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Jacques Mattheij made a small, but awesome, mistake. He went on eBay one evening and bid on a bunch of bulk LEGO brick auctions, then went to sleep. Upon waking, he discovered that he was the high bidder on many, and was now the proud owner of two tons of LEGO bricks. (This is about 4400 pounds.) He wrote, "[L]esson 1: if you win almost all bids you are bidding too high."

Mattheij had noticed that bulk, unsorted bricks sell for something like €10/kilogram, whereas sets are roughly €40/kg and rare parts go for up to €100/kg. Much of the value of the bricks is in their sorting. If he could reduce the entropy of these bins of unsorted bricks, he could make a tidy profit. While many people do this work by hand, the problem is enormous—just the kind of challenge for a computer. Mattheij writes:

There are 38000+ shapes and there are 100+ possible shades of color (you can roughly tell how old someone is by asking them what lego colors they remember from their youth).

In the following months, Mattheij built a proof-of-concept sorting system using, of course, LEGO. He broke the problem down into a series of sub-problems (including "feeding LEGO reliably from a hopper is surprisingly hard," one of those facts of nature that will stymie even the best system design). After tinkering with the prototype at length, he expanded the system to a surprisingly complex system of conveyer belts (powered by a home treadmill), various pieces of cabinetry, and "copious quantities of crazy glue."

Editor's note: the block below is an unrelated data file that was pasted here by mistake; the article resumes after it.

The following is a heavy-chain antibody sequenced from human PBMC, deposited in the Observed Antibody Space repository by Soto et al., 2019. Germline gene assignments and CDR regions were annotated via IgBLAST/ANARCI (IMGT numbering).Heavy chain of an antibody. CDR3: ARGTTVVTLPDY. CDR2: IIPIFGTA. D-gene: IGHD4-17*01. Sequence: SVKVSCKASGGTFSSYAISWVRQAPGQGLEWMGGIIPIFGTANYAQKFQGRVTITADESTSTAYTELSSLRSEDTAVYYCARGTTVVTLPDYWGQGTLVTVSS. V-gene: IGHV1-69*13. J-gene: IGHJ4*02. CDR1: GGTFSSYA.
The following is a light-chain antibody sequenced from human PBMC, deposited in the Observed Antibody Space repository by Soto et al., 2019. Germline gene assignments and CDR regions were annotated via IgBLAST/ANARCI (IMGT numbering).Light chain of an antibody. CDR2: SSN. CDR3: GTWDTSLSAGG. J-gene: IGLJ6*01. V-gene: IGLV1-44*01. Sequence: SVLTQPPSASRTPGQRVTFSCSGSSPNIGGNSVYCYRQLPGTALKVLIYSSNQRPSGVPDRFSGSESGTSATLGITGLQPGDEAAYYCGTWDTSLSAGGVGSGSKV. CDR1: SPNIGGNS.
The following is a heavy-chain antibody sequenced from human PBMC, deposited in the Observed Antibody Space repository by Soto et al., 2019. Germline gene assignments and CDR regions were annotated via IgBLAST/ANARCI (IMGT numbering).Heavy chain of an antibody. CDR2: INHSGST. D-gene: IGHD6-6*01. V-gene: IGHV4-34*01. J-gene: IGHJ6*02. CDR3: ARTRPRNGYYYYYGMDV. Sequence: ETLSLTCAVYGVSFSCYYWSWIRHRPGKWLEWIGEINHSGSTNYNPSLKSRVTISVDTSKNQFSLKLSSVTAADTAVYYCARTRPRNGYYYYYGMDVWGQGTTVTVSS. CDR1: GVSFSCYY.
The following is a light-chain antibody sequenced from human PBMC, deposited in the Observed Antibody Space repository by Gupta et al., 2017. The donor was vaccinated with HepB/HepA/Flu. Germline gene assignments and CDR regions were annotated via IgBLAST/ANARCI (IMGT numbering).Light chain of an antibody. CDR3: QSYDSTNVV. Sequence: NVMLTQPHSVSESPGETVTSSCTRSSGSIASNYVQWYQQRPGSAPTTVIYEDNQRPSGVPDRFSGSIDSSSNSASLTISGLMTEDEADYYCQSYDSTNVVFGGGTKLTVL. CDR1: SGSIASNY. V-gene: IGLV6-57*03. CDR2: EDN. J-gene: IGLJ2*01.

Here's a video showing the current system running at low speed:

The key part of the system was running the bricks past a camera paired with a computer running a neural net-based image classifier. That allows the computer (when sufficiently trained on brick images) to recognize bricks and thus categorize them by color, shape, or other parameters. Remember that as bricks pass by, they can be in any orientation, can be dirty, can even be stuck to other pieces. So having a flexible software system is key to recognizing—in a fraction of a second—what a given brick is, in order to sort it out. When a match is found, a jet of compressed air pops the piece off the conveyer belt and into a waiting bin.

After much experimentation, Mattheij rewrote the software (several times in fact) to accomplish a variety of basic tasks. At its core, the system takes images from a webcam and feeds them to a neural network to do the classification. Of course, the neural net needs to be "trained" by showing it lots of images, and telling it what those images represent. Mattheij's breakthrough was allowing the machine to effectively train itself, with guidance: Running pieces through allows the system to take its own photos, make a guess, and build on that guess. As long as Mattheij corrects the incorrect guesses, he ends up with a decent (and self-reinforcing) corpus of training data. As the machine continues running, it can rack up more training, allowing it to recognize a broad variety of pieces on the fly.